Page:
“I Stopped Reading When…” First Page Edition – Volume 1

ca_20150131_026When choosing a novel or reading through the slush pile, readers, publishers, and literary agents make snap decisions about books. Below are my snap decisions about ten novel openings written by Novel Boot Camp participants.

I stopped reading (and ended the excerpt) at the point that I was no longer interested in continuing. I also included comments about why the story didn’t catch my interest.

Please play along by tracking which books you would want to read more of. There will be a poll at the end of the post.

To submit your own novel opening, click here.

“I Stopped Reading When…”

1. Literary

John Gold has always been a noisy man.  As a baby his mother would sleep wearing earplugs knowing only the wails penetrating the rubber bullets would be worth attending.  Every morning his steps thud his arrival to the open plan office he takes large, confident strides through to reach his private sealed off corner on the floor he rules as hedge fund manager.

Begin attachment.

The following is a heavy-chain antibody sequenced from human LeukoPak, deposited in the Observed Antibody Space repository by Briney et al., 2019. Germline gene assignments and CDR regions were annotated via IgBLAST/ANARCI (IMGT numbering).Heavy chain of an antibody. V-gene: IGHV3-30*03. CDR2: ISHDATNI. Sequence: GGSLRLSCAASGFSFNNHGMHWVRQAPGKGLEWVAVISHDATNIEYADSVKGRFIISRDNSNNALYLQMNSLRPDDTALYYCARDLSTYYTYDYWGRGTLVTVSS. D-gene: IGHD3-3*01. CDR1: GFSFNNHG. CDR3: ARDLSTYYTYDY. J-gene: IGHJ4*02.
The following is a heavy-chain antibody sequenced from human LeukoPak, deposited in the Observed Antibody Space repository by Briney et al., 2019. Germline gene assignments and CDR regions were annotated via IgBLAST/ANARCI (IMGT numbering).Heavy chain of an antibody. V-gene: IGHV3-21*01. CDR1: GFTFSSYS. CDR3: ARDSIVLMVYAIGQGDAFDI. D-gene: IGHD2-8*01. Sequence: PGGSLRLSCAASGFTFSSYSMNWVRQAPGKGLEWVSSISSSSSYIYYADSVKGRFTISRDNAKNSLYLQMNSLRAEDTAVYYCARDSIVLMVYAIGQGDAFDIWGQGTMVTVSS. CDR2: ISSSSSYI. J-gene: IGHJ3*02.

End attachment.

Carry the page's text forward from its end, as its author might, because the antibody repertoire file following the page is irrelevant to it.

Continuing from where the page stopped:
Calling the earplugs “rubber bullets” confused me so I had to reread the second sentence a few times. The third sentence crams in way too much information and is awkwardly worded. I like the first sentence if it is truly representative of the novel. Make sure it’s not just a gimmick.

2. Mainstream

The grandiose design of some hotels gave off the perfect ambience of both a vacation and an escape; even if never leaving the city.  David came to write away from the distractions of familiarity and the limitations to his master procrastinator tendencies.

“Some hotels” is strangely vague, adding “gave” (in past tense) threw me off as I was expecting present tense. How is a “vacation” different from an “escape”? I’m not sure, based on the awkward wording of the last sentence, if the hotel is making him more or less likely to procrastinate.